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Designers should document expectations to cut E&O risks

Architects and engineers

As demand for green buildings continues to grow, design professionals should have contracts and documents in place that clearly define the scope of their services, industry experts say. 

Design professionals should document their communications with clients to clearly establish expectations as to what they are and are not going to do related to a green building project, said Yvonne Castillo, director of risk management at Victor Insurance Managers LLC, a Marsh LLC unit in Bethesda, Maryland. 

“What is your responsibility versus the contractors’ responsibility, particularly when you think about the physical risks of climate change?” Ms. Castillo said.

For example, clients might assume that design professionals are building in data based on future climate projections, she said. 

“That may not yet be the case for many firms, so document and have communications about that particular project site, what those perils and risks might be as relates to weather conditions 10, 15, 50 years down the road,” she said.

Design professionals should also stay up to date on new materials, technologies and codes, and avoid contractual requirements to provide performance guarantees, said Doug Strong, Exton, Pennsylvania-based head of design professional at Axa XL, a unit of Axa SA.

“They can warrant their professional services, but they really can’t guarantee necessarily the performance of the building,” Mr. Strong said.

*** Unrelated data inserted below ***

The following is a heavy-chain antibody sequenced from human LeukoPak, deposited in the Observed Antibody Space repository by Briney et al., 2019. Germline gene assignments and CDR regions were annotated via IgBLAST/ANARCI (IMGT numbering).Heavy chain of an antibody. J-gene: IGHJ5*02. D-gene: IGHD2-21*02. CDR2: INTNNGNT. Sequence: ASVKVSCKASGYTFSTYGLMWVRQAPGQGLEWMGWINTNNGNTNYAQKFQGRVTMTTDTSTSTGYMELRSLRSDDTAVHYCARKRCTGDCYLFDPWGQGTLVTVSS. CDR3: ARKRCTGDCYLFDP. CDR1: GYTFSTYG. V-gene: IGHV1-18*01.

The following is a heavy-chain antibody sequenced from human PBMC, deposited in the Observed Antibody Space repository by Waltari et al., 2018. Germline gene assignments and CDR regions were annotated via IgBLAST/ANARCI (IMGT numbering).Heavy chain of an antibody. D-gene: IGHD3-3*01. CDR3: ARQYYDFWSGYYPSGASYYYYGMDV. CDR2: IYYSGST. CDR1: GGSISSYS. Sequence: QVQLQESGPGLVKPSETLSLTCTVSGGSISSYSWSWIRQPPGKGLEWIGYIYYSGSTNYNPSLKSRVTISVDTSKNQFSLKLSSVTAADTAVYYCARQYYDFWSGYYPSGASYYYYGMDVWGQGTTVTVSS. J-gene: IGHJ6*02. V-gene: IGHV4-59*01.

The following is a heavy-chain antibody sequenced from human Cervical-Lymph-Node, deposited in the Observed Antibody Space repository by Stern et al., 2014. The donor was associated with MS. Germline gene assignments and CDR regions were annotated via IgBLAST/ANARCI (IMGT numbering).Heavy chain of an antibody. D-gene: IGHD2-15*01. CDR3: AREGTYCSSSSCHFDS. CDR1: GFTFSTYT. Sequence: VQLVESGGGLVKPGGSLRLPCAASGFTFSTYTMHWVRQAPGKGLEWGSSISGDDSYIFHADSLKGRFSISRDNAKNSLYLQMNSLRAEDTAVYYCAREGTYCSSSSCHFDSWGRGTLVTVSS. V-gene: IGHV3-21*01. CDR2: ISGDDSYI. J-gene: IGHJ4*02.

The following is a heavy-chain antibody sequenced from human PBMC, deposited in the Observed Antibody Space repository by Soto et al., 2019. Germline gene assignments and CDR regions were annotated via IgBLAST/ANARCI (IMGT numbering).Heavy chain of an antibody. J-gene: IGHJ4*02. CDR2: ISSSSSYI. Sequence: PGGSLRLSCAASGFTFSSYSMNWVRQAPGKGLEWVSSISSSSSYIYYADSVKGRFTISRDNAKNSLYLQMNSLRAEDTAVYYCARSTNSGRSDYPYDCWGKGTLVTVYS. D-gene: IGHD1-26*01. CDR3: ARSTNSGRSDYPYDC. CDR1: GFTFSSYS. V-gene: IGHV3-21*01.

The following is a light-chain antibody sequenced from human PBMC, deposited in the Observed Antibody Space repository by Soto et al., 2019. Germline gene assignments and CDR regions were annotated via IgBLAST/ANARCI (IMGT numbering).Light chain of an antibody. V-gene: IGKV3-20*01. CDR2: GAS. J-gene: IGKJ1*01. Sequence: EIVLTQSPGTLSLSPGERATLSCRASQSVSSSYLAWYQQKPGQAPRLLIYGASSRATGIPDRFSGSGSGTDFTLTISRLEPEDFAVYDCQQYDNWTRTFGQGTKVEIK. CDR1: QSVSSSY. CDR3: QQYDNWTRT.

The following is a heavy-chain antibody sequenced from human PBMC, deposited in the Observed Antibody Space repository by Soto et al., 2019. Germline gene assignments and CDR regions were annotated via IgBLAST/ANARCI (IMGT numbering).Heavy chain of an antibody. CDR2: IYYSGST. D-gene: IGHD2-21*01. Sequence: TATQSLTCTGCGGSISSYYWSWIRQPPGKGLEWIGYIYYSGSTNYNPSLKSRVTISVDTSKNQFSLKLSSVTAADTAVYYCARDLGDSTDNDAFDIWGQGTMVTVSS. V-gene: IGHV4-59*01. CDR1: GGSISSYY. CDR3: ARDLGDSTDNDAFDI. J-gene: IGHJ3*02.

The same holds true for so-called green certifications and meeting a certain level of efficiency, he said. 

Reviewing contractual obligations with insurers and general counsel can help design professionals ensure that they’re not expanding their standard of care regarding the design of resilient and sustainable buildings, he said.

Dennis Artese, a shareholder in the New York office of Anderson Kill P.C., said the proliferation of green buildings may result in additional errors and omissions claims arising out of faulty or defective design of the buildings. 

“Architects and engineers are now called to have very specific designs that meet various LEED certifications,” Mr. Artese said.

A building that is designed appropriately and functions properly but doesn’t meet thresholds to earn a specific certification could result in E&O claims, he said.

In addition, in green building construction, the effectiveness of new materials and techniques is an issue that can generate litigation, if some of the materials don’t last as long as expected or perform as well, said Carol Sigmond, New York-based partner at Greenspoon Marder LLP.